Wednesday, January 9, 2008

Burt's Bleach?

I read a few months ago about a Washington Post-connected green fashion magazine called Sprig. The editor in chief, Jeannie Pyun, gave what I thought was memorable comment: "We're targeting this to the 95% of people who want to be 5% green, not the 5% of people who want to be 95% green." Those were obviously off the cuff numbers, but I don't think the "95% of people" number is unrealistic IF 95% of people have easy ways to turn a bit green.

Regardless, however, we can't focus entirely on those 95% of people. We have to pay close attention to that deep dark green minority as well. We need to see them as a resource. They are the innovators and early adopters, and we should look to them for leadership.

Colin Beavan, the No Impact Man, is one of them. His blog is important. And he's a motivated guy that has turned his life into fascinating work, work (life) that should inspire the rest of us.

A couple of days ago, a post of his discussed Clorox's acquisition of Burt's Bees, and, as his posts do, it got me thinking.

It's unquestionably worth worrying when a beautiful little green company gets bought by a 500 lb. gorilla. A transaction like that makes it dangerously possible that the beauty disappears real quick.

However, I think there's validity to the argument that Burt's Bees COULD make Clorox and and its whole brand family better. As the green/sustainable/responsible business movement continues to grow, Clorox must see that people want to support companies like Burt's Bees. One of the reasons for Burt's Bees impressive growth has to be that we customers think it's very cool that they can make excellent products and be clean and responsible at the same time.

So imagine a situation in which Clorox studies Burt's Bees, figures out what Burt's Bees is doing right, sets some emulation milestones for themselves, publishes the milestones, hits them, and then celebrates publicly their achievements.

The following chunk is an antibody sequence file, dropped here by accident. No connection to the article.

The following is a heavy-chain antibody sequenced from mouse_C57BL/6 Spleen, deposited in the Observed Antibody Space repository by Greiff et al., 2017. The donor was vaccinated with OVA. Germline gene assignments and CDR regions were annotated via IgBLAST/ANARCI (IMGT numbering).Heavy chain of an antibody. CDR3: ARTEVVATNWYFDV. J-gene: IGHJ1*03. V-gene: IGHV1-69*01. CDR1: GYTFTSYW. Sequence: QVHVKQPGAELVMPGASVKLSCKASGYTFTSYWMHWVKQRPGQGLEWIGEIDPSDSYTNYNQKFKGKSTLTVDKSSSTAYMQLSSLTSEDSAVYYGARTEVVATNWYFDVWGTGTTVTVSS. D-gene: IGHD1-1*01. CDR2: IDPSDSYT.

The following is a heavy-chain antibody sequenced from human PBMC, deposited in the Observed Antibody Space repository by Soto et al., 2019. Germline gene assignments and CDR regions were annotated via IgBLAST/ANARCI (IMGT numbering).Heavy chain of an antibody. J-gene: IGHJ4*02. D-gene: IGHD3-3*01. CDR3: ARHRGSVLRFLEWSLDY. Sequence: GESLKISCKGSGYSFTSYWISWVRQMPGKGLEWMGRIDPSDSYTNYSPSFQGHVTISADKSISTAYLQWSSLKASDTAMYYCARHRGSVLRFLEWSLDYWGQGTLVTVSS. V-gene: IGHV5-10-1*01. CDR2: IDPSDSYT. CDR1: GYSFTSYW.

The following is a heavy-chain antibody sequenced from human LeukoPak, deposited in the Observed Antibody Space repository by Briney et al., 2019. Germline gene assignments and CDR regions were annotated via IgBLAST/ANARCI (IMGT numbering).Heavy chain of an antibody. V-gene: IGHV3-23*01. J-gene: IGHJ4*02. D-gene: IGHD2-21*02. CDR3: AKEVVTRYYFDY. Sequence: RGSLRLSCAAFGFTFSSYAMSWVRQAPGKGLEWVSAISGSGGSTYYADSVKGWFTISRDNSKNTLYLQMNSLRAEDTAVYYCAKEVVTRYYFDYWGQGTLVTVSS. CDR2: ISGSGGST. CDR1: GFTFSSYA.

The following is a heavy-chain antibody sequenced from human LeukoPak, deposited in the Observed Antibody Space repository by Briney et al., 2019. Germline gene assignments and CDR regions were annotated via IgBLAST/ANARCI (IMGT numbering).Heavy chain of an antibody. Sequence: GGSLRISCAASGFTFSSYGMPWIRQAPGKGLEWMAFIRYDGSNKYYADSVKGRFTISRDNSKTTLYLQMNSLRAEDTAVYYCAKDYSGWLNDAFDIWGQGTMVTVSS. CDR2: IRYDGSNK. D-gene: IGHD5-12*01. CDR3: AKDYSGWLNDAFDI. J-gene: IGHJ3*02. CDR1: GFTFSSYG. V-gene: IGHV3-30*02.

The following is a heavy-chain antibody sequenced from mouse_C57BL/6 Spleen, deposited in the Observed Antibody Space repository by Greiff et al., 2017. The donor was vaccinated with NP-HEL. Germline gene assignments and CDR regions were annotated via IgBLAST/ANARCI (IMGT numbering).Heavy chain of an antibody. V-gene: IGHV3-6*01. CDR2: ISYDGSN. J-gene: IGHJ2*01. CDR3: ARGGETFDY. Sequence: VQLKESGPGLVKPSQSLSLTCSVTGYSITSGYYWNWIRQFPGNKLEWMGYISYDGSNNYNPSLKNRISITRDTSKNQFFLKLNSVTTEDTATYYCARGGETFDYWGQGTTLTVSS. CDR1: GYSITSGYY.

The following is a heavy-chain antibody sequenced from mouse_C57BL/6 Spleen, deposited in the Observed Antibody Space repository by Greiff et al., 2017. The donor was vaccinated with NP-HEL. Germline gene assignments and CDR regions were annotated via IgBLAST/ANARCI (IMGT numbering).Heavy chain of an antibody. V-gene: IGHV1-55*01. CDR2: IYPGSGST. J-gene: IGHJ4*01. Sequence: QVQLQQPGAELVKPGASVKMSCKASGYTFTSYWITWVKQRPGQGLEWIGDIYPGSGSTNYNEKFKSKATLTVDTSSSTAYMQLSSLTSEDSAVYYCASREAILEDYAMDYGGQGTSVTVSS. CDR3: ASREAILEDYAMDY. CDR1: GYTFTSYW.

My guess is that a good portion of those 95% of people that want to be 5% green will be looking specifically for Clorox next time they dump coffee down the front of their white shirt.

PS: The NYT article on Burt's Bees and Clorox is worth reading. The history of Burt's Bees is pretty wild.


Martha Blake said...

ok fine. so i didn't post my first comment but i got you this time.

a. i second the ps on the burts article. and btw - who knew the company was work $913mil.

b. while i don't necessarily stand by the numbers, we did some research when i was at the old job on what green is (corp social responsiblity vs. using enviro friendly materials vs. having enviro friendly production/ practices etc.) and people's perceptions of companies that are green etc. ( the green research has been done a few years in a row now - i don't remember the more recent results but in the first years - people were most likely to perceive a company as "green" if just their logo had green in it or their name "sounded" like a green company.

bysusuru said...

on the selling out or making a difference with a larger audience topic:

adam werbach, big time environmentalist, started working for/with wal-mart which is now on a big greening campaign but has plenty of other and previous offenses. begs the question, is working with the big bad companies being a traitor, or is it getting the message out to the masses?

Jake de Grazia said...

Here's the whole link:

Man I want to believe that Werbach's motives are pure. Awesome sustainability consultants getting inside big companies and proposing changes that both reduce negative impacts and make money would be such a good thing.

I guess one question is whether those consultants can stay pure and motivated living inside those machines.

Sustainability consulting. I'd love to know more about that. Just talked to the sustainability consultant for the Radisson hotel in Edinburgh the other day. A phone battery incident prevented us from getting deep into her ideological thoughts about consultancy, however.

Maybe after I talk to her next I'll post about it...

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